Homemade Solution for Matted Dog Hair

by Susan Revermann Google
    Be gentle and patient when removing mats from her coat.

    Be gentle and patient when removing mats from her coat.

    Digital Vision./Digital Vision/Getty Images

    Creating your own homemade detangling solution for your pooch’s matted fur is not as hard as it may seem. Spending a few minutes to grab some household supplies for this will not only save you a trip to the store, it’s cheaper than expensive products found at the pet store, groomer or vet.


    Cornstarch isn’t just for cooking -- it can be used as a safe, non-toxic de-matting agent. Sprinkle some cornstarch on the mat and the surrounding area. Work the powder into the fur with your fingertips. This will gently lubricate the fur to help get the mat out.

    Detangling Spray

    You can make your own detangling spray instead of buying a separate, more expensive pet spray. Grab a clean, empty spray bottle, fill it with water and add a tablespoon of your regular hair conditioner. Shake the mixture up well. Spray some on the mat and leave it on for a few minutes before you work on getting the mat out.

    Getting the Mat Out

    Sit your dog on your lap, pet her and talk to her calmly to relax her before you begin. Gently apply your chosen de-matting solution. Now there are a couple ways you can approach that mat. You can use your fingers to work loose mats out. If the mat is being a bit more stubborn, use a pin brush, slicker brush or comb to work at the mat. Start on the outside, working your way in, and gently pick at the strands to loosen them. Be patient because this may take some time. Offer your pup small treats periodically to reward her for good behavior. Give her a nice bath when you’re done working those mats out.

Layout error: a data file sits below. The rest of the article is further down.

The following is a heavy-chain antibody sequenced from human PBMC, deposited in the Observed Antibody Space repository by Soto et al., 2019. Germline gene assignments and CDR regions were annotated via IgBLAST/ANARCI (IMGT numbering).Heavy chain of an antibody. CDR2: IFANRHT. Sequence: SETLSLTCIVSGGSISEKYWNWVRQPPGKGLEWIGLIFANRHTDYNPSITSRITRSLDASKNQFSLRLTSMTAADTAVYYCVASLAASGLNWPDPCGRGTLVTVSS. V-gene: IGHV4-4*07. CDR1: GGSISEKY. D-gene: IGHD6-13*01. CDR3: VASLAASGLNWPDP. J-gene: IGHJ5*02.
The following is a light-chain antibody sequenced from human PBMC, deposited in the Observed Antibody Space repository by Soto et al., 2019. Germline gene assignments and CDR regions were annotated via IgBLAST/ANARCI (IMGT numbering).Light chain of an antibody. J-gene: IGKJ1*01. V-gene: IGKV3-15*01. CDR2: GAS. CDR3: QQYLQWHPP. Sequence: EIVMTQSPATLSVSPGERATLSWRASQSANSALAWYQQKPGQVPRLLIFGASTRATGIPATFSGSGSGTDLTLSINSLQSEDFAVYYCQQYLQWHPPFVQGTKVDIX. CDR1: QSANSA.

There are a few other things to consider before diving into this task. Don’t wash a dog with mats, as this just make matters worse. When you’re working on a mat, gently pinch the fur between the skin and the mat to avoid excessive yanking of the delicate skin. Although it may be tempting, don’t be too hasty to grab the scissors to cut the mat out. You are more likely to cut your dog’s skin and leave a noticeable bald patch of fur. Leave hard-to-remove mats to the grooming professionals.

    Photo Credits

    • Digital Vision./Digital Vision/Getty Images

    About the Author

    Susan Revermann is a professional writer with educational and professional experience in psychology, research and teaching. She holds a Bachelor of Arts from the University of Washington in psychology, focused on research, motivational behavior and statistics. Revermann also has a background in art, crafts, green living, outdoor activities and overall fitness, balance and well-being.

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